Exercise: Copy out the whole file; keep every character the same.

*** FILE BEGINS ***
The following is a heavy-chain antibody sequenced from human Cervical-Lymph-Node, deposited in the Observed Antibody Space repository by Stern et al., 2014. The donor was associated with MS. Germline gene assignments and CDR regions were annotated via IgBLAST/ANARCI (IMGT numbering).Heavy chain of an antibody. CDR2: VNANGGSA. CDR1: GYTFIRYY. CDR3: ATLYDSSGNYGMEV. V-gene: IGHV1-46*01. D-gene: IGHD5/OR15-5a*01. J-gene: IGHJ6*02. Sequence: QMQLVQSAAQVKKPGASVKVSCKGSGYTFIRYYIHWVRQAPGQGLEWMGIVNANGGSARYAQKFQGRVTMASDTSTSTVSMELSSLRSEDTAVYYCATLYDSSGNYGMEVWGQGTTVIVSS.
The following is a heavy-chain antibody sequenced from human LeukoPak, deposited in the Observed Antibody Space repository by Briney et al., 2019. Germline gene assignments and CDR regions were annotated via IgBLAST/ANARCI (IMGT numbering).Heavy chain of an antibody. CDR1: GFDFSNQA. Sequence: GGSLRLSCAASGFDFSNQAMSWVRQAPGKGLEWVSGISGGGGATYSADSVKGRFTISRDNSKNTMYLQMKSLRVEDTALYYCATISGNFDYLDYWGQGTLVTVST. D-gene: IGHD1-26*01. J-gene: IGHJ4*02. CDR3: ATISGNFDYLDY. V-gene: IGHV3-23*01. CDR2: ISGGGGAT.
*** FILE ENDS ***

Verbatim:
The following is a heavy-chain antibody sequenced from human Cervical-Lymph-Node, deposited in the Observed Antibody Space repository by Stern et al., 2014. The donor was associated with MS. Germline gene assignments and CDR regions were annotated via IgBLAST/ANARCI (IMGT numbering).Heavy chain of an antibody. CDR2: VNANGGSA. CDR1: GYTFIRYY. CDR3: ATLYDSSGNYGMEV. V-gene: IGHV1-46*01. D-gene: IGHD5/OR15-5a*01. J-gene: IGHJ6*02. Sequence: QMQLVQSAAQVKKPGASVKVSCKGSGYTFIRYYIHWVRQAPGQGLEWMGIVNANGGSARYAQKFQGRVTMASDTSTSTVSMELSSLRSEDTAVYYCATLYDSSGNYGMEVWGQGTTVIVSS.
The following is a heavy-chain antibody sequenced from human LeukoPak, deposited in the Observed Antibody Space repository by Briney et al., 2019. Germline gene assignments and CDR regions were annotated via IgBLAST/ANARCI (IMGT numbering).Heavy chain of an antibody. CDR1: GFDFSNQA. Sequence: GGSLRLSCAASGFDFSNQAMSWVRQAPGKGLEWVSGISGGGGATYSADSVKGRFTISRDNSKNTMYLQMKSLRVEDTALYYCATISGNFDYLDYWGQGTLVTVST. D-gene: IGHD1-26*01. J-gene: IGHJ4*02. CDR3: ATISGNFDYLDY. V-gene: IGHV3-23*01. CDR2: ISGGGGAT.